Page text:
If you turn 65 and decide to enroll in Medicare Part A and B (Original Medicare), you will have six months from your enrollment date to buy a Medigap plan.
If you choose not to get Part B — because you are delaying coverage until you retire and lose employer-sponsored coverage — then your Medigap open enrollment period will begin once you enroll in Part B after you leave your job.
The Medigap enrollment period is not the same as Medicare open enrollment period. You can read more about Medicare open enrollment here. (Medicare open enrollment started October 15, 2020.)
While you can cancel a Medicare supplement plan anytime by calling your insurer, keep in mind you might not be able to get a new Medigap policy if it is outside of Medigap open enrollment. In fact, many states do not allow you to buy supplemental Medicare coverage outside of the enrollment period.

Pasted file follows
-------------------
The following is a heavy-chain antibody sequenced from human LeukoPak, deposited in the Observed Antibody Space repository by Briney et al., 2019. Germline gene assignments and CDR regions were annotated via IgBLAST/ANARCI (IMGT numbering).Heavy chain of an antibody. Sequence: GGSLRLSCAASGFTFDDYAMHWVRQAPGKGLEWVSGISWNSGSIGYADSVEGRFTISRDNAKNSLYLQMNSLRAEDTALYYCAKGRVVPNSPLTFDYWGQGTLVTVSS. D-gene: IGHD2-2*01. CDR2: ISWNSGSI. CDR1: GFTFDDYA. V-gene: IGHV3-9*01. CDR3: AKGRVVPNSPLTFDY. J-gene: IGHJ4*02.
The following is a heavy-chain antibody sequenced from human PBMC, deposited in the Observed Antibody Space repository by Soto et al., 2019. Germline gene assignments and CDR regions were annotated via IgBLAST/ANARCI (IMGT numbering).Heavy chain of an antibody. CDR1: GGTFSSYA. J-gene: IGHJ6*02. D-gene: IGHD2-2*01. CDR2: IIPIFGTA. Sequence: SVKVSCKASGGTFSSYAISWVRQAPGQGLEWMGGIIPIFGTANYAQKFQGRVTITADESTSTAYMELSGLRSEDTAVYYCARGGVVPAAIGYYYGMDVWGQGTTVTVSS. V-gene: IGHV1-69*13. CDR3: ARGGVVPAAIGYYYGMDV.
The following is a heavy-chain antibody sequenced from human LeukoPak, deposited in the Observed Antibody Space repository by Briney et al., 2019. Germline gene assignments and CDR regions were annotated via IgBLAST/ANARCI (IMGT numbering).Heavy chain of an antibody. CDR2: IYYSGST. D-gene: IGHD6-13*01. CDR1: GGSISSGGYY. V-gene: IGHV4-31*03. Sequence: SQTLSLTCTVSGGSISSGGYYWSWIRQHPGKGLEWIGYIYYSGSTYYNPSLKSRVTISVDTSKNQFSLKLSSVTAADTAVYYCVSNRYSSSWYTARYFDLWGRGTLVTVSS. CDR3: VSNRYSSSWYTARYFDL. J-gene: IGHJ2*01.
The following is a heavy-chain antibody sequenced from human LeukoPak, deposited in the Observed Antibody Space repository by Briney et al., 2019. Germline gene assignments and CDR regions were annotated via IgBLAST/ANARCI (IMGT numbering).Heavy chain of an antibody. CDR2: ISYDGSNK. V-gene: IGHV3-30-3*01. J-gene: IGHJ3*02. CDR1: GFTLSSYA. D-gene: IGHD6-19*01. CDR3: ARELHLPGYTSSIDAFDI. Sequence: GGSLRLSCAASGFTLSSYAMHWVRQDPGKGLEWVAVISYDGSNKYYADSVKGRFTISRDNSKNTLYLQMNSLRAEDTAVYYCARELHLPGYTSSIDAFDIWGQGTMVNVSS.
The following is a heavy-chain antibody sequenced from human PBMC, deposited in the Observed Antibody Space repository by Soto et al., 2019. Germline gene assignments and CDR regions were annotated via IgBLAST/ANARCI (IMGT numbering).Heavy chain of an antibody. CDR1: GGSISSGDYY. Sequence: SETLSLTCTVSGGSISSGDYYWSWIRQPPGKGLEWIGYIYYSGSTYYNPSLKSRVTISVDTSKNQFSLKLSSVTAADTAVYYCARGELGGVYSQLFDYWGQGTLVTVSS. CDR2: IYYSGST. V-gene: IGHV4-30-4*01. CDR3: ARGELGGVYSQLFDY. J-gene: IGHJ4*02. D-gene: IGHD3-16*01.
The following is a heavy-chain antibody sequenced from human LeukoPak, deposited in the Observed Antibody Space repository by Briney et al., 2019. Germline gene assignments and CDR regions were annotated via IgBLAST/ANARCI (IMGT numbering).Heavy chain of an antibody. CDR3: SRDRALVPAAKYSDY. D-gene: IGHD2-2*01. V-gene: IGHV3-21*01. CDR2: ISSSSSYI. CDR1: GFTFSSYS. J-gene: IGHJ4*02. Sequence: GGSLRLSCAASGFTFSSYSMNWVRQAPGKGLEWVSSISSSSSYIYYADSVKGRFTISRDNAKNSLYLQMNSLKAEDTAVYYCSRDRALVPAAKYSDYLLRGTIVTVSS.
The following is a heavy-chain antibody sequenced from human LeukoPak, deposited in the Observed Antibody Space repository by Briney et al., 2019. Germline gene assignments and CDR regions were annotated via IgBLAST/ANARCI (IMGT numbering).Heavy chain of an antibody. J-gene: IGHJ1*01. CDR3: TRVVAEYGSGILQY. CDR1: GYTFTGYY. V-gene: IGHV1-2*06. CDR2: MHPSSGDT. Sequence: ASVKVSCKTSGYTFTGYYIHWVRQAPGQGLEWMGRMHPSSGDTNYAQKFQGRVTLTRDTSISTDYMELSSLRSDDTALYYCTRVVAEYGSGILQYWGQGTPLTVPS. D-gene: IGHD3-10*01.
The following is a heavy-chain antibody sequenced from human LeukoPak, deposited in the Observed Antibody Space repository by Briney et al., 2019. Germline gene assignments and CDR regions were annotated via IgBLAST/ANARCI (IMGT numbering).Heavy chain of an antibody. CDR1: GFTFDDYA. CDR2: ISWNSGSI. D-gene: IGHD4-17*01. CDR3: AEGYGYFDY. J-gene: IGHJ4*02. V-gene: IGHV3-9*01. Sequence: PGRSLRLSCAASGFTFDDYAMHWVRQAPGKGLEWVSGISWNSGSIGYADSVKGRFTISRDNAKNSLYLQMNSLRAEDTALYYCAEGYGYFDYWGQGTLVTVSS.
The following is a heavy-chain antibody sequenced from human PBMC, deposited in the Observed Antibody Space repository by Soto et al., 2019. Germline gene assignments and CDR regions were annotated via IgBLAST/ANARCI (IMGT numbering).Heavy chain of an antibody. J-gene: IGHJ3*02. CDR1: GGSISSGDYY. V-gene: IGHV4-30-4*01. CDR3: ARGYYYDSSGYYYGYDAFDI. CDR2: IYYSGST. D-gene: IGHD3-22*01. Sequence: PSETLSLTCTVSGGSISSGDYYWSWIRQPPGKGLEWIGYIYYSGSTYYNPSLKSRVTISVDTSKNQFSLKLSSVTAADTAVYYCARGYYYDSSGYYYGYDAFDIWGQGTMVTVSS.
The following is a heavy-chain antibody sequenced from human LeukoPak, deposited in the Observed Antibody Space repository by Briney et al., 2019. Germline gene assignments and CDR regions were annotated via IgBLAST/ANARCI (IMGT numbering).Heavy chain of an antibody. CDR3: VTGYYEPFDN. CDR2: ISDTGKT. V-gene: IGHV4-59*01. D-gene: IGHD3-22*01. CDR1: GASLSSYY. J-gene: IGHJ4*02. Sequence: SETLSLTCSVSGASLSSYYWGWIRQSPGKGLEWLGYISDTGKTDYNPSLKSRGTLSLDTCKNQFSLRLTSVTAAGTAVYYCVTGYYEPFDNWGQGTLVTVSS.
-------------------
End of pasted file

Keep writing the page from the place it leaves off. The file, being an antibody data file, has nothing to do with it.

Medigap and pre-existing conditions
Having a pre-existing condition does not affect your Original Medicare coverage, but it can affect Medigap plans, specifically if you are trying to buy a plan outside of the enrollment period.
If you are able to shop for a Medigap outside the enrollment window, you will have to go through medical underwriting and the insurer will look at your medical history. This means the Medigap insurer can turn you down for the pre-existing condition or make you wait six months before your coverage starts if they do approve you.
What Medigap does and does not cover
Covered by Medigap
Medicare Part A deductible
Medicare Part A coinsurance and hospital costs
Medicare Part B deductibles (Starting in 2020, new Medigap plans won’t cover the Part B deductible)